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9 Real Reasons Overqualified Job Seekers are Rejected

9 Real Reasons Overqualified Job Seekers are Rejected

If you’ve ever been told you’re overqualified, this is for you.

Being rejected is never fun.

Being rejected for a job you wanted is not even close to being fun.

But being rejected for a job you wanted because they said you’re overqualified is a special kind of aggravation. You can clearly do the job, and you’re available, and willing, and yet… and yet… yet they still don’t want you.

Why?

As it turns out, there are many reasons why. Annoyingly but also fortunately, they don’t usually have anything to do with you.

Here are real reasons why employers are so quick to pull out the ‘overqualified’ rejection.

Continue reading >> 9 Real Reasons Overqualified Job Seekers are Rejected



21 Evil Things To Do On Your Last Day On The Job

21 Evil Things To Do On Your Last Day On The Job

You’ve been laid off, fired or quit. How should you handle your last moments in the office?

21. Have a nice onion-filled breakfast before heading in to work for the last time

20. Film your final day with a GoPro’ed helmet so you can later post “highlights” to YouTube

19. Post-It notes are your friend. Hide random notes around the office in places where they’ll only be found weeks or even months later. Write things like ‘I know what you just did’ or ‘It wasn’t like this when [your name] was here’

18. Make smiley faces & leave cutesy messages (‘miss you’) on random blank pages in the photocopier or printer.

Continue reading >> 21 Evil Things To Do On Your Last Day On The Job



Stop Falling into Resume Gaps

Stop Falling into Resume Gaps

How to stop resume gaps from becoming a problem on your job search.

Need a better way to explain what you did between jobs?

Trying to re-enter the job market after a long time?

Here’s how to explain your resume gaps.

Not all resume gaps are signs of poor job searching, sometimes there were legitimate reasons for the break between jobs.

During my job search in 2006, the question was often phrased like this:

“I see that you worked at Amazon.com in France until August 2001, but that your next job only began over a year later in October 2002. What happened there?”

I would usually grin out of familiarity with the question and then reply with something like this…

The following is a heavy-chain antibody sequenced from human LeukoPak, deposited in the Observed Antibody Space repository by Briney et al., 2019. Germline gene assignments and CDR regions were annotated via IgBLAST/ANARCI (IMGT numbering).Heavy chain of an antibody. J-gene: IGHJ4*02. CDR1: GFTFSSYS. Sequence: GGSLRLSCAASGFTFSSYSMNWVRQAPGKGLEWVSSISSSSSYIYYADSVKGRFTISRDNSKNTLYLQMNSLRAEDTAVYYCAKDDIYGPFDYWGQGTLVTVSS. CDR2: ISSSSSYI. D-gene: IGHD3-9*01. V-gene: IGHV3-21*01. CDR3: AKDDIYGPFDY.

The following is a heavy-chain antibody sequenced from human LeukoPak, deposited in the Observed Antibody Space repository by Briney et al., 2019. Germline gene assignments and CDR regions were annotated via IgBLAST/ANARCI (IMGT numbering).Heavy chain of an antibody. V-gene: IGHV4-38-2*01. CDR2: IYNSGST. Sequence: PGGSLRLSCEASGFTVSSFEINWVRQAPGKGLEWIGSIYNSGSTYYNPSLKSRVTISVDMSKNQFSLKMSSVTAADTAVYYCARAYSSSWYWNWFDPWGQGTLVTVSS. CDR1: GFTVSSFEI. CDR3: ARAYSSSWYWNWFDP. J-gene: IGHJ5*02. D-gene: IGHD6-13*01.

Continue reading >> Stop Falling into Resume Gaps



37 Ways to Meet People Who Can Refer You to Jobs

37 Ways to Meet People Who Can Refer You to Jobs

How to start growing your job search network today.

Networking is usually the best way to find a job. But growing a network takes time so you want to build it before you need it.

Employed or not, spend at least 30 minutes per day actively reinforcing your brand and growing your network through the activities listed below.
Ways to grow your network online and off

The key question to ask is not “what can you do for me?” but rather “what can I do for you?” The more you give to your network, the more you can get from it.

1. Get an email address that’s easy to remember

A good format is firstname.lastname@gmail.com (or Yahoo.com, Outlook.com, etc.). This address should be for your job search only.

2. Choose your personal tagline

Find a 3-4 word phrase that relates to who you are professionally and puts you in a positive light. You want people to think that phrase when they hear your name, and everything you do work-wise should match your tagline. Use it in your email signature and begin by saying it when people ask what you do. Get ideas by seeing how people describe you in recommendations or reference letters.

Continue reading >> 37 Ways to Meet People Who Can Refer You to Jobs



[POLL] Have You Felt Age Discrimination on the Job Search?

Have You Felt Age Discrimination on the Job Search

How common is it really?

One of the most common job seeker complaints

According to the AARP, in 2013 alone there were 21,396 claims of age discrimination filed in the US. Most people won’t even bother to file, so you have to think the actual number of incidents is much, much higher. Those claims were filed with the Equal Employment Opportunity Commission, based on the Age Discrimination in Employment Act, which “protects workers 40 and older from personnel decisions based solely on age in hiring, firing, layoffs, promotions or demotions.”

According to the Guardian, however, it’s not only older people who have reason to be frustrated. The UK Department for Work and Pensions published a report in 2012 that found that “experiences of age discrimination were more common for younger groups, with under 25s at least twice as likely to have experienced discrimination than other age groups.”

Surprised?

Continue reading >> [POLL] Have You Felt Age Discrimination on the Job Search?

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